Depleting microbes in the gut of mice led to an altered fear response, changes in gene expression in brain immune cells and changes in brain chemistry — returning to a more normal state after their gut microbes were restored, but only if done early in life, a study reports.
Researchers believe these results have implications for people with mood disorders associated with inflammatory autoimmune diseases such as multiple sclerosis (MS).
The study, “The microbiota regulate neuronal function and fear extinction learning,” was published in the journal Nature, and was conducted by researchers at Cornell University, Broad Institute at the Massachusetts Institute of Technology and Harvard University, and Northwell Health.
“Our study provides new insight into the mechanisms of how the gut and brain communicate at the molecular level,” David Artis, PhD, director of the Jill Roberts Institute for Research in Inflammatory Bowel Disease, director of the Friedman Center for Nutrition and Inflammation, the Michael Kors professor of immunology at Weill Cornell Medicine, and the study’s co-senior author, said in a Cornell news release written by Jane Langille.
In recent years, research has identified a genetic link between autoimmune disorders and a number of psychiatric conditions. People with MS, as well as those with autoimmune disorders such as inflammatory bowel disease (IBD) and psoriasis, experience anxiety, depression, and mood disorders.
Research has also found a link between mood disorders and bacteria that live in the digestive tract, known as gut microbiota. It has been suggested that a depleted gut microbiota in people with autoimmune disorders may affect their mental well-being.
However, the mechanisms underlying how gut microbiota affects brain health is not fully understood.
Scientists, using a mouse model, set out to learn more about the changes that occur in brain cells when gut microbiota are depleted.
Mice were either given antibiotics to reduce the number and variety of their gut microbes, or were bred to be microbe-free.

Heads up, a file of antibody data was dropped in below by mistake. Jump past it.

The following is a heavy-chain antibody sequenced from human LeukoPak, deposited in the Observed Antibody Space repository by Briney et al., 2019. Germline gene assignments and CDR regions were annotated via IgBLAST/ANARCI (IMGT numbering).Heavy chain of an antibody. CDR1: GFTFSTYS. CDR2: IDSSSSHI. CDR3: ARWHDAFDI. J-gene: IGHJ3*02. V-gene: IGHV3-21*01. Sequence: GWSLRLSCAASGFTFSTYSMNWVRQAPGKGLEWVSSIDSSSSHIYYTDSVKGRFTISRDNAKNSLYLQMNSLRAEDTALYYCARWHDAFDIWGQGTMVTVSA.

Interestingly, these mice had an altered fear response — they lost an ability to learn that a threatening danger was no longer present.
For a deeper understanding of the molecular basis of these behaviors, immune cells from the brain, called microglial cells — the primary immune cells in the central nervous system (CNS) — were genetically analyzed. Compared to microglia cells in healthy mice, gene expression (activity) was altered in the experimental mice and that affected how brain cells connect during the learning process.
“Changes in gene expression in microglia could disrupt the pruning of synapses, the connections between brain cells, interfering with the normal formation of new connections that should occur through learning,” said Conor Liston, MD, PhD, the study’s co-principal investigator, associate professor of neuroscience in the Feil Family Brain & Mind Research Institute, and associate professor of psychiatry at Weill Cornell Medicine.
The team also found that the levels of certain metabolites — known to be associated with human neuropsychiatric disorders such as schizophrenia and autism — were changed in microbe-free mice, “suggesting that microbiota-derived compounds may directly affect brain function and behaviour,” the researchers wrote.
“Brain chemistry essentially determines how we feel and respond to our environment, and evidence is building that chemicals derived from gut microbes play a major role,” said Frank Schroeder, a professor of chemistry and chemical biology at Cornell and at Boyce Thompson Institute.
The researchers were able to reverse learning problems in these mice by restoring their gut microbiota in the early stages of life.
“We were surprised that we could rescue learning deficits in germ-free mice, but only if we intervened right after birth, suggesting that gut microbiota signals are required very early in life,” Liston said. “This was an interesting finding, given that many psychiatric conditions that are associated with autoimmune disease are associated with problems during early brain development.”
“We don’t know yet, but down the road, there is a potential for identifying promising targets that might be used as treatments for humans in the future,” Liston added. “That’s something we will need to test going forward.”